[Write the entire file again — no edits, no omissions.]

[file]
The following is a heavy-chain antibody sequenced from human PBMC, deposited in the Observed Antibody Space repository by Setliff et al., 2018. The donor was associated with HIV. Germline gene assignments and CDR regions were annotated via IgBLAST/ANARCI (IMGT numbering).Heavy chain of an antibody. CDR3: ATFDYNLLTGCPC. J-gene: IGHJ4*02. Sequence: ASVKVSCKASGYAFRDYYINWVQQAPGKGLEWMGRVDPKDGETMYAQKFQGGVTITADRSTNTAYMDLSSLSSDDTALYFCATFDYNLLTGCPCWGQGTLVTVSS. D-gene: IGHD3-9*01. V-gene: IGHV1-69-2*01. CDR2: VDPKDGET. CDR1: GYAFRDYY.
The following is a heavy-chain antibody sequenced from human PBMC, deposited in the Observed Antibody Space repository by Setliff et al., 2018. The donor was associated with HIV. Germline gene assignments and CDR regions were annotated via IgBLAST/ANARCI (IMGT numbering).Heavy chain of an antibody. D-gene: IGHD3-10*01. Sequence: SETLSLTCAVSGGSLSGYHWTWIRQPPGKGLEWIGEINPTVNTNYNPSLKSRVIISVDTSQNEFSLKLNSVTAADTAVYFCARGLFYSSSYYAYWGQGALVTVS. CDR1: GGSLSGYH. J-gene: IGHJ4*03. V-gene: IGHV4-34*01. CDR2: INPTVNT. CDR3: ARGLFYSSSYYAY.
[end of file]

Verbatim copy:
The following is a heavy-chain antibody sequenced from human PBMC, deposited in the Observed Antibody Space repository by Setliff et al., 2018. The donor was associated with HIV. Germline gene assignments and CDR regions were annotated via IgBLAST/ANARCI (IMGT numbering).Heavy chain of an antibody. CDR3: ATFDYNLLTGCPC. J-gene: IGHJ4*02. Sequence: ASVKVSCKASGYAFRDYYINWVQQAPGKGLEWMGRVDPKDGETMYAQKFQGGVTITADRSTNTAYMDLSSLSSDDTALYFCATFDYNLLTGCPCWGQGTLVTVSS. D-gene: IGHD3-9*01. V-gene: IGHV1-69-2*01. CDR2: VDPKDGET. CDR1: GYAFRDYY.
The following is a heavy-chain antibody sequenced from human PBMC, deposited in the Observed Antibody Space repository by Setliff et al., 2018. The donor was associated with HIV. Germline gene assignments and CDR regions were annotated via IgBLAST/ANARCI (IMGT numbering).Heavy chain of an antibody. D-gene: IGHD3-10*01. Sequence: SETLSLTCAVSGGSLSGYHWTWIRQPPGKGLEWIGEINPTVNTNYNPSLKSRVIISVDTSQNEFSLKLNSVTAADTAVYFCARGLFYSSSYYAYWGQGALVTVS. CDR1: GGSLSGYH. J-gene: IGHJ4*03. V-gene: IGHV4-34*01. CDR2: INPTVNT. CDR3: ARGLFYSSSYYAY.